Downgrade the Drama

A man holding a white somber-looking mask over his face.
Photo by Engin Akyurt on Unsplash

Why would you want to downgrade the drama, especially when it is exciting? There's passion, movement, power struggles. At best, all that high emotion can make life interesting. The dark side, however, is that it can keep you (and those around you) mired in stress.

Are You Addicted to Drama?

If you grew up in an alcoholic home, you may realize that drama was like another family member whose presence was especially evident on holidays - all those highly celebratory events where alcohol freely flowed, tempers rose and fighting began.

You may also be addicted to drama if you feel very unsettled when there is no "excitement" at home or work. In this case, excitement is confused with a more negative word - agitation. There is no doubt that there is a considerable amount of high energy with drama. It's important to question whether you need to be plugged into this particular source of energy. Is the quality of that energy generating positive thoughts and feelings (joy, anticipation, hope) or are they negative in nature (fear, hatred, frustration)?

Language Matters

Your language in describing ordinary events can also add drama. I love words, but there's wisdom in knowing when more drama is called for and when it isn't. Do you weep when crying will do? Are you disheartened or disappointed? Inconsolable or sad? Sometimes without even being aware of it, the words you choose can deepen those negative thoughts and feelings. Consequently, they can hold you in their grip for longer than is necessary. By all means, use your words, however, remain aware of their effects on you and others.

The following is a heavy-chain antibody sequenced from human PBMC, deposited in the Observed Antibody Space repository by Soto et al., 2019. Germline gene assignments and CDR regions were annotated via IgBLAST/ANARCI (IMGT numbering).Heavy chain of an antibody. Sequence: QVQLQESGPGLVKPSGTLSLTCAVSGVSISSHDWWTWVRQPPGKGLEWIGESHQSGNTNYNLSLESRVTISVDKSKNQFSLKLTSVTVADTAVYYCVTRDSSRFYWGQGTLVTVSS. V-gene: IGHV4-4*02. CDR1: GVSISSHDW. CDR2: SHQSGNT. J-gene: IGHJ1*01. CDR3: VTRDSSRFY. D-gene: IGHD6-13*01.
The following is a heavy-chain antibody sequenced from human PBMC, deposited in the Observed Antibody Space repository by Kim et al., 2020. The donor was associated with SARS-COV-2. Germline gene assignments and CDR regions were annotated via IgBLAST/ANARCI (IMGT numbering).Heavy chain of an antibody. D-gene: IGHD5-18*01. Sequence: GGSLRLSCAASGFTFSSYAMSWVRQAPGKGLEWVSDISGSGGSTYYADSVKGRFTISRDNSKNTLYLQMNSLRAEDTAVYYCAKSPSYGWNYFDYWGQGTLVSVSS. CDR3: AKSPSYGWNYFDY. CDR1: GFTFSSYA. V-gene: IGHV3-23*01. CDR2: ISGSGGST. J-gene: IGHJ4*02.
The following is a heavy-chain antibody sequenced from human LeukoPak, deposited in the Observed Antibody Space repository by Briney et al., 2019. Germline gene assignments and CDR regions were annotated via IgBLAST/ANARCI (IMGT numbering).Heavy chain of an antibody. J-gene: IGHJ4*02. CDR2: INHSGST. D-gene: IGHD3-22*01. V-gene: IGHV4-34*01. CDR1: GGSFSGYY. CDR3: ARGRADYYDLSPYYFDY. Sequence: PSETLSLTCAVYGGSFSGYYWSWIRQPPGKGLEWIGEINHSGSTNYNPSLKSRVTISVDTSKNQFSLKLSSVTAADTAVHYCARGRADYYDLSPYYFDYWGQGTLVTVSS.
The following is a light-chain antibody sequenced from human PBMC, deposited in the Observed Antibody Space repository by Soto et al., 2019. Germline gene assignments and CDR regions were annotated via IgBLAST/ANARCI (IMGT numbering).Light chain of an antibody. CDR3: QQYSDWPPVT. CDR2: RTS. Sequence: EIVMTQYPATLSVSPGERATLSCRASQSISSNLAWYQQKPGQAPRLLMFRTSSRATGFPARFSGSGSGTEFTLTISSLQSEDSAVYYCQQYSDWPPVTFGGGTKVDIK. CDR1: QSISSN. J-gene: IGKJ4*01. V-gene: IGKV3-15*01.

The Pot Stirrers

The pot stirrers, otherwise known as the "s*** disturbers." For example, some people like to stir things up in order to create the drama that they're desperately seeking. They tease, poke, prod, often in a way to induce a strong reaction. That is when drama can hurt. Words fly, fists clench or worse.

There's another class of drama - gossip. Perhaps you know someone who likes to collect and disseminate information, while enhancing it with details to make it even more salacious. There's oftena fine line between gossip and information sharing.

Downgrade the Drama

Sometimes you get caught up in the drama of situations, before you are even aware that it is happening. Do you find the drama is evoking thoughts, feelings and behaviours that elicit the stress response? The good news is that with practice, you can catch yourself when you are immersed in a dramatic scene.

How to "Exit (Drama) Stage Right"

  1. Recognize how you're feeling when things are calm in your life. Contrast that with when things are tumultuous. What's happening in your body? Are you breathing differently? What are you clenching, tightening?
  2. Downgrade the drama by choosing your words carefully. You may sometimes find that your emotions play follow the leader. What will make you feel better? Worse?
  3. Imagine that you can float above yourself. What do you see? Is it turmoil? Bad feelings? Or is it like a scene from Bugs Bunny where the Tasmanian Devil wreaks havoc?
  4. Ask questions of yourself: What am I getting out of it? Why do I need drama in my life? Does it concern me? Is my involvement necessary? Will my input ameliorate the situation?
  5. If you crave drama, find other ways to express it. Take an improv class, acting class or write about it. Perhaps you could dress more dramatically. Get creative.
  6. For other strategies, check out 5 Ways to Avoid Drama and 7 Crucial Steps to Minimize Drama in Your Life.

Over the years, I've made a commitment to living with less drama. There are some events, whether in the family or the neighbourhood, that do not need my involvement. Learning to choose whether or not those events concern me and actually helps others is a script that I frequently revise.

Leave the drama where it belongs: on the stage, in the movies and on television.

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